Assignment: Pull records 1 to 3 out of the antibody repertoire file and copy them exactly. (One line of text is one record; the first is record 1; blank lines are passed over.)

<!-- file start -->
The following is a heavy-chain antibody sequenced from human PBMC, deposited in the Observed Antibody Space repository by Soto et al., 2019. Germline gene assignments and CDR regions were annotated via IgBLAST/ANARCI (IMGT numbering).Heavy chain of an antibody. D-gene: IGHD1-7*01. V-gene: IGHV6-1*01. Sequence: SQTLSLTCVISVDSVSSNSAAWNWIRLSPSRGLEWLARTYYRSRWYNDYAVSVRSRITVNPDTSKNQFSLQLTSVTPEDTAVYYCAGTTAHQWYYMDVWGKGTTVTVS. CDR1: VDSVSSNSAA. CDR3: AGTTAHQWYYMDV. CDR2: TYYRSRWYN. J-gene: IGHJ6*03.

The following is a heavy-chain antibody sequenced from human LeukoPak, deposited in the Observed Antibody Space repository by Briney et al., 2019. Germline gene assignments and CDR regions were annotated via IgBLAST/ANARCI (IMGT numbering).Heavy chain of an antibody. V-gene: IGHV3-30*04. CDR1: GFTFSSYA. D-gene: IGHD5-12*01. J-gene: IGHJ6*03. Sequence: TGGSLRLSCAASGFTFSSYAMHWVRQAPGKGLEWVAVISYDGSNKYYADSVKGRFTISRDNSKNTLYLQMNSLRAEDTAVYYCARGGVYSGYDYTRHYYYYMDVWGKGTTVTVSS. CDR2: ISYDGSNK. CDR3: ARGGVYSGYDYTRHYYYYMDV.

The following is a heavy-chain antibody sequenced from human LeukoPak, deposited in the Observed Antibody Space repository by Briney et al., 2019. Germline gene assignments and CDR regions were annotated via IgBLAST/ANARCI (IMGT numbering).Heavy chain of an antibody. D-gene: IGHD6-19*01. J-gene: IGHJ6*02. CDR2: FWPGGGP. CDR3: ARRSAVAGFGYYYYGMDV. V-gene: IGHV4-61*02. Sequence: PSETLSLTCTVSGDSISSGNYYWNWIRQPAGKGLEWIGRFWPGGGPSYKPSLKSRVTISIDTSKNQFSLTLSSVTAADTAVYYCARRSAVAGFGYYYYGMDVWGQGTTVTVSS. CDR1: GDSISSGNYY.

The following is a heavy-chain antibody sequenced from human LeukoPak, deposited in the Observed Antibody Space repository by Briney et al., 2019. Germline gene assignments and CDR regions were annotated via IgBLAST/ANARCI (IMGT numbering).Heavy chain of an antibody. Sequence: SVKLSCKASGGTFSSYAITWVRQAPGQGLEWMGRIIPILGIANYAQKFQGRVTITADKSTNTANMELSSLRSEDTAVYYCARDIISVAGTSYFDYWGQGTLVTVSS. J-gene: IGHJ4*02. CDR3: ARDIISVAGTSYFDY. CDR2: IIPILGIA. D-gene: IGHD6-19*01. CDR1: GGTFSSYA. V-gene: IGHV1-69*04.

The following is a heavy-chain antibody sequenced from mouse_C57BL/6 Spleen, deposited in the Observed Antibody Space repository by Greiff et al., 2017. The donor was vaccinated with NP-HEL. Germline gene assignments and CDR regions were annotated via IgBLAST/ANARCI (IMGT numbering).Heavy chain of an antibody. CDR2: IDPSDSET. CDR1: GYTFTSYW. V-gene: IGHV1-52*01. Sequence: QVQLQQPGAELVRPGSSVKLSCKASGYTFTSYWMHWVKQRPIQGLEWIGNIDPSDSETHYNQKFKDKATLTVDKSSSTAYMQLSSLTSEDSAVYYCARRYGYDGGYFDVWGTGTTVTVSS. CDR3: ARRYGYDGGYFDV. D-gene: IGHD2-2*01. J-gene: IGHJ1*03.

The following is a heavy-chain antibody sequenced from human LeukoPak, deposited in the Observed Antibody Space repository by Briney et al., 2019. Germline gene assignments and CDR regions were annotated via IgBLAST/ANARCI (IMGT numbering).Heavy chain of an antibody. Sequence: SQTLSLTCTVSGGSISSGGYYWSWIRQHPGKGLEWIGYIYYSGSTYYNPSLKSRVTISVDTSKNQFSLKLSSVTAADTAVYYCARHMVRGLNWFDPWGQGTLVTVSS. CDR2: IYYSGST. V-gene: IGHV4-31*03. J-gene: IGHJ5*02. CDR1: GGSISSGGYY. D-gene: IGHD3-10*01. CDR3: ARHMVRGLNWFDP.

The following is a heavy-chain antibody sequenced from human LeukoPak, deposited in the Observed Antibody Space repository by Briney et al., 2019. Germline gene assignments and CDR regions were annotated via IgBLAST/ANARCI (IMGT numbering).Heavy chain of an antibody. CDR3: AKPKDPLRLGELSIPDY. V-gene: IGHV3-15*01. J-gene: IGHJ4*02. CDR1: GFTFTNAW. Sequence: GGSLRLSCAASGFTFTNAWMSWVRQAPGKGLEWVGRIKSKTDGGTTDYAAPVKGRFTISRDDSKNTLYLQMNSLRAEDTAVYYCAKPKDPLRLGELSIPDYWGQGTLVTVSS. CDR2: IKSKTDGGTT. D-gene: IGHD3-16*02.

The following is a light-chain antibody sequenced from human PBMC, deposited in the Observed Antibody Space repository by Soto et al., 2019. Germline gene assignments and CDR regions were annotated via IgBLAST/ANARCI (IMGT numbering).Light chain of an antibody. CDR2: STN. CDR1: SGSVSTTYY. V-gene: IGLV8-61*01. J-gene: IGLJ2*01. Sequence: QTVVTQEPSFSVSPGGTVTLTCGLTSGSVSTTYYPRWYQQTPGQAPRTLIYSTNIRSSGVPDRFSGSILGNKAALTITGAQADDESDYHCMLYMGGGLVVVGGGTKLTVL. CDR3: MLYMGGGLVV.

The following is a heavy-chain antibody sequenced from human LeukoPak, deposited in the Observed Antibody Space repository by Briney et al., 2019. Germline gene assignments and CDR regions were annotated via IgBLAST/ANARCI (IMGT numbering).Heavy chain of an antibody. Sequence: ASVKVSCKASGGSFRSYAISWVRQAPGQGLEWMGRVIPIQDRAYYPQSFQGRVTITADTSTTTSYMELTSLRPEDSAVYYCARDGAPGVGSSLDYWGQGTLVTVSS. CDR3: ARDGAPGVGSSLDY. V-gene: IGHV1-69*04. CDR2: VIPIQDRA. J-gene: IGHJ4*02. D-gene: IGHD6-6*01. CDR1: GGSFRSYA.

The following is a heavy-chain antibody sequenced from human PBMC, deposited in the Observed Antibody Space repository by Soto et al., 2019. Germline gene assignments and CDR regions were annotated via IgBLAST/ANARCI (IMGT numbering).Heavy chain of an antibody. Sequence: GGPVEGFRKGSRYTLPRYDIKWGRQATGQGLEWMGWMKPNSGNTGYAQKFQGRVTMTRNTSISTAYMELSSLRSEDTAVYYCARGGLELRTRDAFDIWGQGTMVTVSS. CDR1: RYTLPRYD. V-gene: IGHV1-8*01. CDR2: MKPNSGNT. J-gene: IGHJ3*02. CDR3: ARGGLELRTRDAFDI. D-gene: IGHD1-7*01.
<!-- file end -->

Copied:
The following is a heavy-chain antibody sequenced from human PBMC, deposited in the Observed Antibody Space repository by Soto et al., 2019. Germline gene assignments and CDR regions were annotated via IgBLAST/ANARCI (IMGT numbering).Heavy chain of an antibody. D-gene: IGHD1-7*01. V-gene: IGHV6-1*01. Sequence: SQTLSLTCVISVDSVSSNSAAWNWIRLSPSRGLEWLARTYYRSRWYNDYAVSVRSRITVNPDTSKNQFSLQLTSVTPEDTAVYYCAGTTAHQWYYMDVWGKGTTVTVS. CDR1: VDSVSSNSAA. CDR3: AGTTAHQWYYMDV. CDR2: TYYRSRWYN. J-gene: IGHJ6*03.

The following is a heavy-chain antibody sequenced from human LeukoPak, deposited in the Observed Antibody Space repository by Briney et al., 2019. Germline gene assignments and CDR regions were annotated via IgBLAST/ANARCI (IMGT numbering).Heavy chain of an antibody. V-gene: IGHV3-30*04. CDR1: GFTFSSYA. D-gene: IGHD5-12*01. J-gene: IGHJ6*03. Sequence: TGGSLRLSCAASGFTFSSYAMHWVRQAPGKGLEWVAVISYDGSNKYYADSVKGRFTISRDNSKNTLYLQMNSLRAEDTAVYYCARGGVYSGYDYTRHYYYYMDVWGKGTTVTVSS. CDR2: ISYDGSNK. CDR3: ARGGVYSGYDYTRHYYYYMDV.

The following is a heavy-chain antibody sequenced from human LeukoPak, deposited in the Observed Antibody Space repository by Briney et al., 2019. Germline gene assignments and CDR regions were annotated via IgBLAST/ANARCI (IMGT numbering).Heavy chain of an antibody. D-gene: IGHD6-19*01. J-gene: IGHJ6*02. CDR2: FWPGGGP. CDR3: ARRSAVAGFGYYYYGMDV. V-gene: IGHV4-61*02. Sequence: PSETLSLTCTVSGDSISSGNYYWNWIRQPAGKGLEWIGRFWPGGGPSYKPSLKSRVTISIDTSKNQFSLTLSSVTAADTAVYYCARRSAVAGFGYYYYGMDVWGQGTTVTVSS. CDR1: GDSISSGNYY.